For a nonfiction-writing class I am teaching, I have gone once more to “Once More to the Lake,” by E.B. White, and I have been hanging around and turning with this sentence:
I kept remembering everything, lying in bed in the mornings — the small steamboat that had a long rounded stern like the lip of a Ubangi, and how quietly she ran on the moonlight sails, when the older boys played their mandolins and the girls sang and we ate doughnuts dipped in sugar, and how sweet the music was on the water in the shining night, and what it had felt like to think about girls then.
I’m drawn to how casually yet precisely the sentence depicts the movement of memory, of retrospective association. From “lying in bed in the mornings” we dash with a dash right to that steamboat, prosaically described; and then, as we enter memory, we enter the poetic: “how quietly she ran on the moonlight sails.” What most interests me, though, is how the rest of the sentence implicitly comments on how memory works.
We’ve seen the boat, its shape and its peaceful movement on the water in the silvered night. Now, stage set, we hear and we taste, in a rolling, unpunctuated list that shows how the remembering mind slides from one detail to the next, associating and collecting: “when the older boys played their mandolins and the girls sang and we ate doughnuts dipped in sugar.” How far in we’ve come from that initial, distant description, with the foreign simile (“like the lip of a Ubangi”); now we have memory on the tongue, live music in our ears.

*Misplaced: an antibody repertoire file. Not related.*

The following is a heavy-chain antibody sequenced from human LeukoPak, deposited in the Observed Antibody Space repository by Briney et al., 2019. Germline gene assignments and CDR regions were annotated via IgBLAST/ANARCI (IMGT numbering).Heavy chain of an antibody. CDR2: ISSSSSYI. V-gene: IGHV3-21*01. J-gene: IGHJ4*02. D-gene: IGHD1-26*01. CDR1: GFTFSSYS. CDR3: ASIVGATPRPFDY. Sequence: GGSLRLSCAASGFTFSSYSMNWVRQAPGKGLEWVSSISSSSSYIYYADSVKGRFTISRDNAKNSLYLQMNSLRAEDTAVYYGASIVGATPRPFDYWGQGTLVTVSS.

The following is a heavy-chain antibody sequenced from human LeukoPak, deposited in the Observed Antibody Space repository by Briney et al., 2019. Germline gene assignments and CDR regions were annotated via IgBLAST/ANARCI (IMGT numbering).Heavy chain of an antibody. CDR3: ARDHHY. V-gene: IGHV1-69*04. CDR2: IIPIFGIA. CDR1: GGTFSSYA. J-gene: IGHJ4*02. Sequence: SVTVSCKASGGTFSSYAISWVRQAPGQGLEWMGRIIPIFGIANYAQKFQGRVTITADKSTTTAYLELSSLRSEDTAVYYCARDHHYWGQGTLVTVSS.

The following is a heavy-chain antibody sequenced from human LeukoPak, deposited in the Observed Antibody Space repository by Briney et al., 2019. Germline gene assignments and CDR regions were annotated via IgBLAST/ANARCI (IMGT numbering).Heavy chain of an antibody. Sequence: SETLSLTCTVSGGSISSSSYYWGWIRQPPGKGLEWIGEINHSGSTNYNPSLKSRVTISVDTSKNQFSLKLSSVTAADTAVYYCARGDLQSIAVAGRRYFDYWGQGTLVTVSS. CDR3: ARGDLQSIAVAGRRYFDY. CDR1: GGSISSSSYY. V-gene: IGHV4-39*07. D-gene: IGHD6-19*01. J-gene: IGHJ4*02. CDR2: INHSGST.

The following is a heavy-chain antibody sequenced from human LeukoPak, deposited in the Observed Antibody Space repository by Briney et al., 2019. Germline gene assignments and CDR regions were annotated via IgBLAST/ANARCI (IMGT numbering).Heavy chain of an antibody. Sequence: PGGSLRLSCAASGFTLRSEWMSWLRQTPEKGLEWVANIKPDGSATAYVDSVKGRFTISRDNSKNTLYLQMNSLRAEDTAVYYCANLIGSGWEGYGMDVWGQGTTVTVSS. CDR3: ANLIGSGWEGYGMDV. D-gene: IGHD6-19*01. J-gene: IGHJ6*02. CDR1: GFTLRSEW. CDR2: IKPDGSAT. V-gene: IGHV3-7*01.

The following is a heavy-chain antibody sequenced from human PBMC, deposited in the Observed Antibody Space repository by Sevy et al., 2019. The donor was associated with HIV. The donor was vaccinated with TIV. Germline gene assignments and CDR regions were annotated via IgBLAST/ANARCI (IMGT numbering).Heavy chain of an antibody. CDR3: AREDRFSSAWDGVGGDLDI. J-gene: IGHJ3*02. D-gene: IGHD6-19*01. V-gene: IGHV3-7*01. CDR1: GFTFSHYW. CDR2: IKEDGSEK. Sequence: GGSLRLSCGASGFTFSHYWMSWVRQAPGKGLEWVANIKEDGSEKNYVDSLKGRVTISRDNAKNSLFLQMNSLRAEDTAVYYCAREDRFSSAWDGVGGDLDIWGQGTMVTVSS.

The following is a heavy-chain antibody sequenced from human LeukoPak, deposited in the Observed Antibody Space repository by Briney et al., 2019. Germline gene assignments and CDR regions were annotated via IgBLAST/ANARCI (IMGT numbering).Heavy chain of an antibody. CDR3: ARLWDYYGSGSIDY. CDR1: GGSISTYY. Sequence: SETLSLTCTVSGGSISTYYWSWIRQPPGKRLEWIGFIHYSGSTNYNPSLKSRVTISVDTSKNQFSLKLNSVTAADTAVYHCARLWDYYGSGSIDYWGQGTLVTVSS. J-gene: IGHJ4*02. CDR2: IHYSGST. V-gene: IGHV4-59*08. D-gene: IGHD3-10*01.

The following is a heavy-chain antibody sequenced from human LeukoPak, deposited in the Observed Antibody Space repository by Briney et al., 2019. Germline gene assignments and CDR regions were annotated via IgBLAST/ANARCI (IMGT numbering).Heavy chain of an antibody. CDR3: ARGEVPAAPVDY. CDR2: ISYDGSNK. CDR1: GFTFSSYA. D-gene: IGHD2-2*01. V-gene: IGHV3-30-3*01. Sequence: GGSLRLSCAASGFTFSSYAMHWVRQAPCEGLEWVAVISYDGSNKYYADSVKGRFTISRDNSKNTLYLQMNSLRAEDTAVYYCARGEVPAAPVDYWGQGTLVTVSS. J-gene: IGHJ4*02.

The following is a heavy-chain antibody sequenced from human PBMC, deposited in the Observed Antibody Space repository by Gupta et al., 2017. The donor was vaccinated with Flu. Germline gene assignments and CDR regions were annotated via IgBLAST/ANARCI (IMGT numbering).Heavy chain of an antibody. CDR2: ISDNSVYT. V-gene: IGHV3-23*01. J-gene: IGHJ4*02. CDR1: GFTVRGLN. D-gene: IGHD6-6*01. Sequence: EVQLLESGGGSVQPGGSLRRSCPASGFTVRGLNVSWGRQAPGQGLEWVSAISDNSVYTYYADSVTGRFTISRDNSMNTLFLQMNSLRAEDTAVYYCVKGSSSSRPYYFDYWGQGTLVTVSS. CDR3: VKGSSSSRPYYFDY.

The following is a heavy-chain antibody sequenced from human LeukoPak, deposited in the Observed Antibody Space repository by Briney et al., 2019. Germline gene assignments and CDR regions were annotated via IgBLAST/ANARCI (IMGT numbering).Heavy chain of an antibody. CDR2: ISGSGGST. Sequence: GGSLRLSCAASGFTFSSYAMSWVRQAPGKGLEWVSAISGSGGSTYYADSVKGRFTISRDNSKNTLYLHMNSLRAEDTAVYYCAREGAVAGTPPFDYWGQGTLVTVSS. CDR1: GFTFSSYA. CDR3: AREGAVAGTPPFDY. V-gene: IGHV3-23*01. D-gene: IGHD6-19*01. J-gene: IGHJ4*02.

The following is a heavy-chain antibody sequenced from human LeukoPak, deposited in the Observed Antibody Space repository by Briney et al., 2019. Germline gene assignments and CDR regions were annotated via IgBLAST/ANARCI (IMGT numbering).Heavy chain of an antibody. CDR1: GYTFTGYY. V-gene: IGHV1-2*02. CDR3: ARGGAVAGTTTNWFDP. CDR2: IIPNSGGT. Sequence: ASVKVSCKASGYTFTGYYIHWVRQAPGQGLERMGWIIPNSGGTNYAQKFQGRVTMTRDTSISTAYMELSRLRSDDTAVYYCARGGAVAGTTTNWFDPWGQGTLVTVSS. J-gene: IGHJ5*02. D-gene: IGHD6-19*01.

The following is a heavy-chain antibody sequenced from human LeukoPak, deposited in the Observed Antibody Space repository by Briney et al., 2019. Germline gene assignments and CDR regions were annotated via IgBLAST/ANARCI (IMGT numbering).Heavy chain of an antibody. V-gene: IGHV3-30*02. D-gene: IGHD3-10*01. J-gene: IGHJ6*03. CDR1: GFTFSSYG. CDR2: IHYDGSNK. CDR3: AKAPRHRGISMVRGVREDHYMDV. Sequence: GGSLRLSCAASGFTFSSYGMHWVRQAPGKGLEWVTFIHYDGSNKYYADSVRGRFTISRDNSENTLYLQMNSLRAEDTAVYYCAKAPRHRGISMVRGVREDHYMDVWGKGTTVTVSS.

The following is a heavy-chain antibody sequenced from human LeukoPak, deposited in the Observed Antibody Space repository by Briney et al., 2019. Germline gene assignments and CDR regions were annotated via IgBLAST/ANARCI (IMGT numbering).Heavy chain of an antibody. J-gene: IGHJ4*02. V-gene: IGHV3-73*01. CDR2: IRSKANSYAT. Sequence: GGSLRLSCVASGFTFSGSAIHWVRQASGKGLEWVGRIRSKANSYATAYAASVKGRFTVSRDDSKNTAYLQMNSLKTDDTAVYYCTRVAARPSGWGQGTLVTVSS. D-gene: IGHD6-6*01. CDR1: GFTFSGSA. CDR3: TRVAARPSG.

But only for a moment.
Notice, next, how we start to recede. The sweetness “we” tasted expands to describe the whole scene — the music, the lake, the moon over it: “how sweet the music was on the water in the shining night.” We’re rising and entering pure nostalgia, which is where the sentence ends. It’s not with an image for the mind’s eye that E.B. White leaves us; it’s with something we experience closer to the heart: “what it had felt like to think about girls then.”
Isn’t that often how memory works? We see the experience again, and then we feel what it was like back then.